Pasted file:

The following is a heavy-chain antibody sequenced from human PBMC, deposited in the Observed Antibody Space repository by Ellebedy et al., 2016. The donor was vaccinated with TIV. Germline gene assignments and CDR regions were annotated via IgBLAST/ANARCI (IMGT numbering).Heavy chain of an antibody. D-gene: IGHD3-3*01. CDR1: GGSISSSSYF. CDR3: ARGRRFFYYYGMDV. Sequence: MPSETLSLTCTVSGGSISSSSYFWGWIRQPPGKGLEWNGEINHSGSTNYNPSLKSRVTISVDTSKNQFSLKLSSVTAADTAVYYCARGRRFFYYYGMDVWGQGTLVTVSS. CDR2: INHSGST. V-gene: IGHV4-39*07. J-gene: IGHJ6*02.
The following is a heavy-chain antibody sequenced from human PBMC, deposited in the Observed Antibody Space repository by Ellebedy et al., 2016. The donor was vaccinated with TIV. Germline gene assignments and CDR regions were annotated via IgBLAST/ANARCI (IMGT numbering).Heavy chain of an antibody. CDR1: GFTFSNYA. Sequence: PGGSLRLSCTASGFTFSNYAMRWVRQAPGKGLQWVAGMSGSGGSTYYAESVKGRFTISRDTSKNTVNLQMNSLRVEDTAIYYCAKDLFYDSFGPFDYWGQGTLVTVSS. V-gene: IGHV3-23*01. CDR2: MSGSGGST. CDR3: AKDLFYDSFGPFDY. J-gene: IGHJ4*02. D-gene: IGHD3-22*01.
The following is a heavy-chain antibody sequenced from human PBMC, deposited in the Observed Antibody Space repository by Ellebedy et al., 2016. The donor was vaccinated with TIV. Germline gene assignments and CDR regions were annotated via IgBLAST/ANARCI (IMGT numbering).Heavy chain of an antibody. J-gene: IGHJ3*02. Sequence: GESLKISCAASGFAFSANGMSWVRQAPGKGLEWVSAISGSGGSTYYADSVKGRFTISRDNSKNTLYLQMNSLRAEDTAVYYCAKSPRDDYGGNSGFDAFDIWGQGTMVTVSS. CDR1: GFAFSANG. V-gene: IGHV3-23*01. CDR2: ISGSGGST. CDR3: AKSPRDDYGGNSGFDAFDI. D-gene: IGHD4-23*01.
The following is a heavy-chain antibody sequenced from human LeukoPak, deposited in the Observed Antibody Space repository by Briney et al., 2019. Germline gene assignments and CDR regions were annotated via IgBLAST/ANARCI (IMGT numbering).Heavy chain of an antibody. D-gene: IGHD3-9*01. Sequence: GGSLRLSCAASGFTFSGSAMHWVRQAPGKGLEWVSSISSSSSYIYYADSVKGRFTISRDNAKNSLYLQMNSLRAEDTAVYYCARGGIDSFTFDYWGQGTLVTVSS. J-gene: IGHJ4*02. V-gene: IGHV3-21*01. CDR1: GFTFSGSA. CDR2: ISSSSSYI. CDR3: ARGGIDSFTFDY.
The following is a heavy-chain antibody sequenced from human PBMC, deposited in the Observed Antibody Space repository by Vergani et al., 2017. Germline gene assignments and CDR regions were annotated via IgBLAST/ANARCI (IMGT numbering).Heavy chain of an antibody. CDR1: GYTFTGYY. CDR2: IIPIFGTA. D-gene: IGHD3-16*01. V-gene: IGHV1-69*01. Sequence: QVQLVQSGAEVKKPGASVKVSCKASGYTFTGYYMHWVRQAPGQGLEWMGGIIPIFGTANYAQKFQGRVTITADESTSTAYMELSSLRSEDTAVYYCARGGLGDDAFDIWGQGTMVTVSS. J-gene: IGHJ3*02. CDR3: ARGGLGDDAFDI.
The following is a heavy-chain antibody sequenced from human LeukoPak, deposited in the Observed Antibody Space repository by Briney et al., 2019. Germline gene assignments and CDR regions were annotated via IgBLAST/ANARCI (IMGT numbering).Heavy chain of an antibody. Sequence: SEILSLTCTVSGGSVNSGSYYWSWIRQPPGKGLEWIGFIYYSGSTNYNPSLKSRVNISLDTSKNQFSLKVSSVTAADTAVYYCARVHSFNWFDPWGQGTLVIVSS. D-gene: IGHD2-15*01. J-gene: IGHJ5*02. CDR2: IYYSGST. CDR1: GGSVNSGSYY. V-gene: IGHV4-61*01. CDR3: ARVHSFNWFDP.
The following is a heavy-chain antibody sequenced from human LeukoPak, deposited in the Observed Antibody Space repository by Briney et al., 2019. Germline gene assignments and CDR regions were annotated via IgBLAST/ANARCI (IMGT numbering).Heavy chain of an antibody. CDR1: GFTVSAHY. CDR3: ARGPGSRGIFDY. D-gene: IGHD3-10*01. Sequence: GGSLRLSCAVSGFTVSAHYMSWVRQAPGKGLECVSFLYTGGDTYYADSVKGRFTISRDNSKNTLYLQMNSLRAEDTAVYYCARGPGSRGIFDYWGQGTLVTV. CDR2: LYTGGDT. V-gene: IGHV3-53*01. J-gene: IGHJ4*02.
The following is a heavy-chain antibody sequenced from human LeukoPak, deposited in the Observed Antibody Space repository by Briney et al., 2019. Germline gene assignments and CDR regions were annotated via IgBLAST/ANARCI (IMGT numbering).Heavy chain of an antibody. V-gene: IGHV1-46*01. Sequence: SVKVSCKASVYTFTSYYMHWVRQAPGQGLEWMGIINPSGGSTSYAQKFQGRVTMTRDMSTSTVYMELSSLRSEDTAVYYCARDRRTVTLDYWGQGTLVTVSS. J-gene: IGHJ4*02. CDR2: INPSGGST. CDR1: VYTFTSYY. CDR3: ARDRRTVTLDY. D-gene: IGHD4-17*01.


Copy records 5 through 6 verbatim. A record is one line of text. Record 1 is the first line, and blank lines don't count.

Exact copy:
The following is a heavy-chain antibody sequenced from human PBMC, deposited in the Observed Antibody Space repository by Vergani et al., 2017. Germline gene assignments and CDR regions were annotated via IgBLAST/ANARCI (IMGT numbering).Heavy chain of an antibody. CDR1: GYTFTGYY. CDR2: IIPIFGTA. D-gene: IGHD3-16*01. V-gene: IGHV1-69*01. Sequence: QVQLVQSGAEVKKPGASVKVSCKASGYTFTGYYMHWVRQAPGQGLEWMGGIIPIFGTANYAQKFQGRVTITADESTSTAYMELSSLRSEDTAVYYCARGGLGDDAFDIWGQGTMVTVSS. J-gene: IGHJ3*02. CDR3: ARGGLGDDAFDI.
The following is a heavy-chain antibody sequenced from human LeukoPak, deposited in the Observed Antibody Space repository by Briney et al., 2019. Germline gene assignments and CDR regions were annotated via IgBLAST/ANARCI (IMGT numbering).Heavy chain of an antibody. Sequence: SEILSLTCTVSGGSVNSGSYYWSWIRQPPGKGLEWIGFIYYSGSTNYNPSLKSRVNISLDTSKNQFSLKVSSVTAADTAVYYCARVHSFNWFDPWGQGTLVIVSS. D-gene: IGHD2-15*01. J-gene: IGHJ5*02. CDR2: IYYSGST. CDR1: GGSVNSGSYY. V-gene: IGHV4-61*01. CDR3: ARVHSFNWFDP.